- Wheeler was willing to go outside of the Senate norms to do things no junior senator had done before (crossing party lines) and found out he could do things better that way. Maybe that’s the lesson with bureaucracies, sure there are rules and stupid regulations people have to follow, but if you’re willing to work outside of those norms, respectively of course, you might actually get stuff done.
- “Public trust ultimately came down to nothing more than the private integrity of individuals…A Justice Department true to its name hinged on the honesty of one man.”No matter how powerful the position someone may have, it's held by a human being. One who is tempted by power, love, money, and success just as much as anyone else is.
- The Bureau of Investigation was initially created to be just an in-house detective agency for the Justice Department, created under Roosevelt. But when America entered the First World War, the Bureau, at the orders of President Wilson, doubled its detective force and increased its budget to nearly $2 million. Its new job entailed protecting the nation against enemies – foreign and domestic. By 1920, it had 579 sworn field agents assigned to headquarters all across the nation. By that time, it was a full-fledged domestic intelligence agency, doing just about all they can to gain access to and information about anyone who had left-leaning political philosophies.
- When you embark on a mission, be crystal clear about what your goal is. For Burton Wheeler, he didn’t want to convict Daughtery in a Court of Law, that would entail a whole other host of problems and resources, he just wanted him out as Attorney General because he was abusing his post. So, all Wheeler had to do was dig up and present evidence in a way that the court of public opinion would resonate with, so they would put enough pressure on Coolidge to get rid of this bad man. Knowing that was the goal, it made it easy for Wheeler to sort through evidence and know what to present, and how, to tell the best story.In the epilogue, the author writes, “Wheeler’s particular genius–which seems almost counterintuitive today–was to seek justice instead in the court of public opinion. There, unbound by the rules of the criminal justice system, his freewheeling investigation forced Daugherty’s retirement from public life and consigned America’s most corrupt attorney general to the judgement of history. For all his successes, Burton Wheeler couldn’t guarantee another Harry Daugherty or William J. Burns would never undermine justice again. But he did show that it was a fight worth undertaking.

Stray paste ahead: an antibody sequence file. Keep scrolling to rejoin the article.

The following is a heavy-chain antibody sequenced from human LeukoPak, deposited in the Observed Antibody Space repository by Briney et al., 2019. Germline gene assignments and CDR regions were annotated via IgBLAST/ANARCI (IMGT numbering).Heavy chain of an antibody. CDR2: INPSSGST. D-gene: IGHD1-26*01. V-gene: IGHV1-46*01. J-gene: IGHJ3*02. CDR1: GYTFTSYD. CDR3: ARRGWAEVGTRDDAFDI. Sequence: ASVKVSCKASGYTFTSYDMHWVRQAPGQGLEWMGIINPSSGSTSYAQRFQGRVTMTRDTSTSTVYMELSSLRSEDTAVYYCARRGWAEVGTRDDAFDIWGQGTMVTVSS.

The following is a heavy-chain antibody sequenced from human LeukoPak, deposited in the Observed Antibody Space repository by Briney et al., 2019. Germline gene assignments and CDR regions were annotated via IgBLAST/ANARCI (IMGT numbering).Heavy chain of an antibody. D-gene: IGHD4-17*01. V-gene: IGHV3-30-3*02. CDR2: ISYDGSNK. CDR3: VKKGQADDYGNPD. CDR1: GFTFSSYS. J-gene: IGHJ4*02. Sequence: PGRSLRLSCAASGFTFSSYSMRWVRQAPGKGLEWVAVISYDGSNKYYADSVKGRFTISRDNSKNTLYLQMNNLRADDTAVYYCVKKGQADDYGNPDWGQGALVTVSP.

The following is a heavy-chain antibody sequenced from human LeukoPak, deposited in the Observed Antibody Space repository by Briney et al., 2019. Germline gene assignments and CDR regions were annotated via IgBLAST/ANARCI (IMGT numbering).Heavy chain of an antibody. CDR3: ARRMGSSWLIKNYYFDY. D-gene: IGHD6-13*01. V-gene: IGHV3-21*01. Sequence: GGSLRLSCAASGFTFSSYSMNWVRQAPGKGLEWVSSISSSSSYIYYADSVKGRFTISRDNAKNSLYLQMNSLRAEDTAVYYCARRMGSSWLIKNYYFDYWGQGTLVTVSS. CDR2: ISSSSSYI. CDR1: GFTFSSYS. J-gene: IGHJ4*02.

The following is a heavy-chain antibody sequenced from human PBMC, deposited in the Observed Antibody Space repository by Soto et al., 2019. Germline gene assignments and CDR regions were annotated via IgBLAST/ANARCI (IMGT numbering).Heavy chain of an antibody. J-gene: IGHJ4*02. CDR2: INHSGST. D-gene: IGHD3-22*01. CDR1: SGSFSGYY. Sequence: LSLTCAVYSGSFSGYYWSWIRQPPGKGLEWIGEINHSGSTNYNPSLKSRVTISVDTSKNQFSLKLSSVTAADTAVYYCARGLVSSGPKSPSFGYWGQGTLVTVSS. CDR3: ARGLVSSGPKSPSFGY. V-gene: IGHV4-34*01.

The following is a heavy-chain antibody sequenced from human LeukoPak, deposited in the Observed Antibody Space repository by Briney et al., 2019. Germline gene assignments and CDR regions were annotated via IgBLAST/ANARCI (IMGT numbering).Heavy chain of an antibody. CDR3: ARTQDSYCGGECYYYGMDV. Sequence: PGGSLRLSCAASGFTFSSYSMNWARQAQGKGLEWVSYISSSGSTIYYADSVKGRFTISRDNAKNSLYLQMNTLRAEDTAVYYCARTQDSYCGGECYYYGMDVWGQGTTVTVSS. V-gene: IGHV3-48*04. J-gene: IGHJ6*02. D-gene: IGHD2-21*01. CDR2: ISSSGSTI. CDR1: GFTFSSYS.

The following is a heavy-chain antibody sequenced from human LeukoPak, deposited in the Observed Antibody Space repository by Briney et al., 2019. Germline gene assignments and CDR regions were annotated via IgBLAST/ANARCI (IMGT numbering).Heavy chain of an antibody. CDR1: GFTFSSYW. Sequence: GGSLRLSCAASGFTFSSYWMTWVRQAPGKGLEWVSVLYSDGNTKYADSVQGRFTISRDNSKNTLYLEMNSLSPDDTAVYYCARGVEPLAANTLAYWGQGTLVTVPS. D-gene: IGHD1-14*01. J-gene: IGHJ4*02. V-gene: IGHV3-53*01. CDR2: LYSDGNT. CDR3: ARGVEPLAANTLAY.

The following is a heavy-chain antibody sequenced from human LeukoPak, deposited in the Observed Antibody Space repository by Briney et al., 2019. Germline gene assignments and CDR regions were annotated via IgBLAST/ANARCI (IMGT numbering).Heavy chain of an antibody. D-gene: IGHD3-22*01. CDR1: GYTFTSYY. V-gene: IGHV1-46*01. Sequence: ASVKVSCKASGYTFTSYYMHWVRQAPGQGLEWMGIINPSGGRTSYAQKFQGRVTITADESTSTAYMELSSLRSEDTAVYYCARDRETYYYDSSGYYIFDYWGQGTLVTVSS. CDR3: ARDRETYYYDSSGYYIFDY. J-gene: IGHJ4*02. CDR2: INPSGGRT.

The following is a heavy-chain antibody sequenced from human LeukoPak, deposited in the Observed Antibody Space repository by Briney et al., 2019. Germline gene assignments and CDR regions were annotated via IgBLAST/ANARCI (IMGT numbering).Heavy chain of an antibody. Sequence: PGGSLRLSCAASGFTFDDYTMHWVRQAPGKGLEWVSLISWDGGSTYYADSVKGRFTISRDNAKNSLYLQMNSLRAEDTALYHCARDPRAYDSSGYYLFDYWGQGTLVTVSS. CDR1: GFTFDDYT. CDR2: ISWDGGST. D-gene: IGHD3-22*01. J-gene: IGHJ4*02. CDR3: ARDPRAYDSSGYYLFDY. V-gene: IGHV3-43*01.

- Harry Daugherty had been able to get away so long with his swindling because he had Jess Smith do all of the dirty work. “In matters of official business, Harry Daugherty met with no one but Jess Smith, who then worked out the details with other parties. Two-way meetings were the rule. Three-person conferences were forbidden: too many witnesses.”
- After Coolidge replaced Daugherty as Attorney General, Felix Frankfurter, a Harvard Law professor, cofounder of the American Civil Liberties Union, and former Justice Department lawyer, told Stone, “The key to [your] problem is, of course, men. Everything is subordinate to personnel, for personnel determines the governing atmosphere and understanding from which all questions of administrative organization take shape.”Stone appointed J. Edgar Hoover to the head of the Bureau of Investigation, and Hoover accepted on certain conditions: He said, that “The Bureau must be divorced from politics and not be a catch-all for political hacks. Appointments must be based on merit. Second, promotions will be made on proved ability and the Bureau will be responsible only to the Attorney General.”Stone: “I wouldn’t give it to you under any other conditions.”
- “Over these next few months, which would be so critical for the transforming the troubled agency into ‘the greatest detective force in the world,’ as [Hoover] described his goal to the press, the attorney general would personally supervise its major investigations, approve all hiring decisions, and, most importantly, steer the Bureau through a series of major policy changes.”Doing something great requires actions that don’t scale.